your relationship work. It's not your fault your efforts failed.
It takes two people's work and commitment in order to make a relationship
work: they must work jointly to ensure its success. Instead of
feeling inadequate, you need to give yourself credit: making the
decision to leave an abusive relationship is never easy, and you
show conviction and strength having made that decision.
Anxiety or loss of control
Because women in abusive relationships grow used to gauging their
safety by picking up on various cues and signals their partner
puts out and by using these to gauge how safe they may be in any
given situation, the absence of these signals may seem frightening.
Once you leave an abusive relationship, you may feel you've lost
your bearings—the signals that determine your behavior and
reactions. Feelings of loss are quite normal while you're in transition
and moving the center of control from your partner to yourself.
The process takes time and can be equally scary and freeing. Be
Now that you've left your abusive relationship, the way you now
view your past, your relationship, your partner, and yourself
will undoubtedly change. You may doubt your memories and feel
disoriented. You may choose to remember only the good or only
the bad. This is normal: because your situation has changed and
you now have new information on which to base your opinions and
perspectives, your view of the past will change as well.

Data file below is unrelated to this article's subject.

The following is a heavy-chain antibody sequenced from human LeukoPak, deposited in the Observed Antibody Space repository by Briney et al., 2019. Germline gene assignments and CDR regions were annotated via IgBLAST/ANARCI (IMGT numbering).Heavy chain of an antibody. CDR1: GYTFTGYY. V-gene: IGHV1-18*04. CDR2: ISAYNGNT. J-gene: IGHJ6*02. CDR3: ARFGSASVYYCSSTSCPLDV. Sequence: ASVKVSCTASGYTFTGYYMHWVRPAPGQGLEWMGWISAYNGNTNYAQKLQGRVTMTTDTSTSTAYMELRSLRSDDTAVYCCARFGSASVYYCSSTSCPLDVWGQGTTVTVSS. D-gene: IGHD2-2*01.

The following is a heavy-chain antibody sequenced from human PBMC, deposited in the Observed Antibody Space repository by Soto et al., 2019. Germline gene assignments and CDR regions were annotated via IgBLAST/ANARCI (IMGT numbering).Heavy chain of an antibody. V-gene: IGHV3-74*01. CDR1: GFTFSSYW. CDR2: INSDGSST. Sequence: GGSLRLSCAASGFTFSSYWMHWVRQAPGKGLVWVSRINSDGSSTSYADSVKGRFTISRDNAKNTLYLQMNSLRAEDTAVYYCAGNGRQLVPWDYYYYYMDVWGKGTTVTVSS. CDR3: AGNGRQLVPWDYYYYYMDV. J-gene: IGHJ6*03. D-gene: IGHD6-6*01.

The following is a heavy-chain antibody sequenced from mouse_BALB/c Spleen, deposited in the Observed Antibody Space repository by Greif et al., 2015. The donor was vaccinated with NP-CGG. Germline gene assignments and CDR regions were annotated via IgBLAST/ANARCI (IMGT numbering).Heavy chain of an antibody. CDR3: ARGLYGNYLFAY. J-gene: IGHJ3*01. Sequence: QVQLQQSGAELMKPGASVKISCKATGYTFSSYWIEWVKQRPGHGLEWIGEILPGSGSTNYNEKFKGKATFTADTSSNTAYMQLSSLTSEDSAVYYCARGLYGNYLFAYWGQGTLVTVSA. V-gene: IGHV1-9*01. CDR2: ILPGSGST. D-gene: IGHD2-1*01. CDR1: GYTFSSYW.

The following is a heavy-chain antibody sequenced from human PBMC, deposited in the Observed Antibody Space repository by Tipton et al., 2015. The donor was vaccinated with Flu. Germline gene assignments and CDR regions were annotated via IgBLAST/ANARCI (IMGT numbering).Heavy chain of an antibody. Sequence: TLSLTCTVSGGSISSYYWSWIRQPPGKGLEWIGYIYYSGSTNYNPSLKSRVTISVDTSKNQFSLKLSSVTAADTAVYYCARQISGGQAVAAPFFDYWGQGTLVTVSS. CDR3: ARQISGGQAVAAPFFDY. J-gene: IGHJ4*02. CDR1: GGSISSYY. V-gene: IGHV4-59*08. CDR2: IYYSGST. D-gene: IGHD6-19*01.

Friends may feel threatened by your new independence. Those in
shaky relationships may abandon you. You may find your circle
of friends will change as your interests and concerns may differ.
Friends may side with your partner and former in-laws may reject
you. All of these things may hurt you and it may take you a while
to trust others again or to have the energy for anyone besides
yourself and your children. This is a normal, self-protective
mechanism. While you may want to withdraw from everyone and from
social activities, friendships—particularly women friends—are
especially important as you move through the process of change.
Reach out to others, hard as it may seem. Isolating yourself,
though it may seem safe, will only leave you feeling lonely and
hurt in the long run.
Tempation to reconcile
It may be tempting to try to reconcile with your partner. In fact,
many women who leave an abusive relationship may return to their partner
several times before leaving for good. This is because, in the
cycle of abuse, there are periods of relative
calm, nurturing, and love between violent episodes. When your partner
pleads with you to come back, promising good behavior and that he or
she will not hurt you again, resisting the temptation to reconcile may
Before you make any decision to re-enter the relationship, be sure
you have concrete proof of change. Ensure your partner has enrolled in
a batterers' program that includes a special component for the victim.
If your partner has a problem with substance or alcohol abuse, ensure